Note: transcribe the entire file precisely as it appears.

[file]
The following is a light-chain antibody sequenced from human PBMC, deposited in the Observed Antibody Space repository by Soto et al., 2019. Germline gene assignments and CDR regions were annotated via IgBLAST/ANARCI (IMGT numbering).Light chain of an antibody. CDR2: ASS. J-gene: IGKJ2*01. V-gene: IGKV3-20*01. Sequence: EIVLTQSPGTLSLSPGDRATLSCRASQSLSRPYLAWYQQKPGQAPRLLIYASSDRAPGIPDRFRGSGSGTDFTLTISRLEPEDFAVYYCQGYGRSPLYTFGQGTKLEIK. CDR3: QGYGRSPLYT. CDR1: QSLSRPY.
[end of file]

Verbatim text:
The following is a light-chain antibody sequenced from human PBMC, deposited in the Observed Antibody Space repository by Soto et al., 2019. Germline gene assignments and CDR regions were annotated via IgBLAST/ANARCI (IMGT numbering).Light chain of an antibody. CDR2: ASS. J-gene: IGKJ2*01. V-gene: IGKV3-20*01. Sequence: EIVLTQSPGTLSLSPGDRATLSCRASQSLSRPYLAWYQQKPGQAPRLLIYASSDRAPGIPDRFRGSGSGTDFTLTISRLEPEDFAVYYCQGYGRSPLYTFGQGTKLEIK. CDR3: QGYGRSPLYT. CDR1: QSLSRPY.